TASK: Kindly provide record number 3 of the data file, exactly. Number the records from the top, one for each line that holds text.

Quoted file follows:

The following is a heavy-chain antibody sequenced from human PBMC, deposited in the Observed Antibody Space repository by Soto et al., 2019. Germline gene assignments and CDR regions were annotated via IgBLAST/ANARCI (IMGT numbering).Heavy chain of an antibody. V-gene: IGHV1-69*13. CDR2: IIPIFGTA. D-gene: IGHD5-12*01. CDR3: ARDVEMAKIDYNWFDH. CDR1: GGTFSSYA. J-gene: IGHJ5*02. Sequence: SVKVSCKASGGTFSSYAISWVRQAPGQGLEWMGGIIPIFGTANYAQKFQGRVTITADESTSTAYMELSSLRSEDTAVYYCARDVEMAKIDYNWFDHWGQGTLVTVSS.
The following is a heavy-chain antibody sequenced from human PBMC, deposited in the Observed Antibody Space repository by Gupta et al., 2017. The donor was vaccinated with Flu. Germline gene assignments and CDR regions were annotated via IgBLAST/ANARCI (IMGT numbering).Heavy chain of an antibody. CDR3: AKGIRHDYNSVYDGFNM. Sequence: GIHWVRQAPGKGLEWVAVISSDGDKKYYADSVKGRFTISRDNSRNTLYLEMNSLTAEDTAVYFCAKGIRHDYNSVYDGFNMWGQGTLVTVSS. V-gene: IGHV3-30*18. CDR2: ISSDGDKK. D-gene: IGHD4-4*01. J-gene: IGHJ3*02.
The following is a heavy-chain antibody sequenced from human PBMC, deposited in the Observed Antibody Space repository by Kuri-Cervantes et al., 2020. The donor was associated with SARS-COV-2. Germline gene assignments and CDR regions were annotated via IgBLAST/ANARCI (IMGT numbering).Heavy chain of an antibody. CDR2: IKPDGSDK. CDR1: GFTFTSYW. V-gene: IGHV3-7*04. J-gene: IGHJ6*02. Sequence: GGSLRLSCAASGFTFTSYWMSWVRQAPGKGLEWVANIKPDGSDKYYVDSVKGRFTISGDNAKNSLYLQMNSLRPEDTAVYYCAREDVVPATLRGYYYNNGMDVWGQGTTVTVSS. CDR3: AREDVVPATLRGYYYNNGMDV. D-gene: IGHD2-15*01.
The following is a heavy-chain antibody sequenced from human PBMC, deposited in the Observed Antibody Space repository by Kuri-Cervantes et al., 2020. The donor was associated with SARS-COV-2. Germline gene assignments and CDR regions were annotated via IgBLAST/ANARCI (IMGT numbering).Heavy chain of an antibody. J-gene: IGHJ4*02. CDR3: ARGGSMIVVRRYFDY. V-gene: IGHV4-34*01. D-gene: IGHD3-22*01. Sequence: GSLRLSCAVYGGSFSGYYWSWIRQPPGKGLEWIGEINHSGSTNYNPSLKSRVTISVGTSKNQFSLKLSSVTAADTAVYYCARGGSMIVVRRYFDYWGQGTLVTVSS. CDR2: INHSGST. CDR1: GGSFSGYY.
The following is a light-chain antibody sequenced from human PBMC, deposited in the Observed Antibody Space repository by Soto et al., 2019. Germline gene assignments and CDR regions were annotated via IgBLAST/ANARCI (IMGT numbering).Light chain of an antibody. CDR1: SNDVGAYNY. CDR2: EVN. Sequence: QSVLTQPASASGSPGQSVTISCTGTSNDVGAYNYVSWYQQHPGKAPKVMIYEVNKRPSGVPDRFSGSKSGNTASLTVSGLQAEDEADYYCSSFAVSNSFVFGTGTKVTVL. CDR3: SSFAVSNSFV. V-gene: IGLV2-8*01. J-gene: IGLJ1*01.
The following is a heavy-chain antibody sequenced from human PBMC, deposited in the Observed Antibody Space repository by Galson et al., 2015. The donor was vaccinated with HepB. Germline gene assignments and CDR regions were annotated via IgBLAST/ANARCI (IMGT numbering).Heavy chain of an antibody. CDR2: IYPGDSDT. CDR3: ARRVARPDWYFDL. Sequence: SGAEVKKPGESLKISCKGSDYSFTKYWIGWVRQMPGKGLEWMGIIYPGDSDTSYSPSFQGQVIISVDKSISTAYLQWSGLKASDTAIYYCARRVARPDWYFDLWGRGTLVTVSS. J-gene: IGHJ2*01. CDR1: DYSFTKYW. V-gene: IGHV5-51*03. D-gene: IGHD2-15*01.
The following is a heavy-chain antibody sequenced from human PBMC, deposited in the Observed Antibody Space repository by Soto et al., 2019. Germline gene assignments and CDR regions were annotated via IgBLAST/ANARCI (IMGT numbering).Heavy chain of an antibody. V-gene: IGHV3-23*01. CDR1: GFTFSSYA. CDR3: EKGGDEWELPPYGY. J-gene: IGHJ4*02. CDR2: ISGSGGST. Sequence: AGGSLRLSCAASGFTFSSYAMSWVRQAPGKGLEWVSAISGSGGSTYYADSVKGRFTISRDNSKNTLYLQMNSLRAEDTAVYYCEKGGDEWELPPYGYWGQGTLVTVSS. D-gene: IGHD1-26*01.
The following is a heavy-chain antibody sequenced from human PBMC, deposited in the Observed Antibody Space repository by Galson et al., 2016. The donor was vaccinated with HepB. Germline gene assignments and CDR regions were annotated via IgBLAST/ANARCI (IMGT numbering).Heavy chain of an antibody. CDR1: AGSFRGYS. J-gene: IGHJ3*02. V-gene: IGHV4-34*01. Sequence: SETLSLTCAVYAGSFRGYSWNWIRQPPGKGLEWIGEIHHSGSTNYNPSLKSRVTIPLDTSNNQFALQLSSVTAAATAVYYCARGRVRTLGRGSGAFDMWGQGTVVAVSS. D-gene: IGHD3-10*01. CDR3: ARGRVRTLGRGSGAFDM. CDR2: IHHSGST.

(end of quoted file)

The following is a heavy-chain antibody sequenced from human PBMC, deposited in the Observed Antibody Space repository by Kuri-Cervantes et al., 2020. The donor was associated with SARS-COV-2. Germline gene assignments and CDR regions were annotated via IgBLAST/ANARCI (IMGT numbering).Heavy chain of an antibody. CDR2: IKPDGSDK. CDR1: GFTFTSYW. V-gene: IGHV3-7*04. J-gene: IGHJ6*02. Sequence: GGSLRLSCAASGFTFTSYWMSWVRQAPGKGLEWVANIKPDGSDKYYVDSVKGRFTISGDNAKNSLYLQMNSLRPEDTAVYYCAREDVVPATLRGYYYNNGMDVWGQGTTVTVSS. CDR3: AREDVVPATLRGYYYNNGMDV. D-gene: IGHD2-15*01.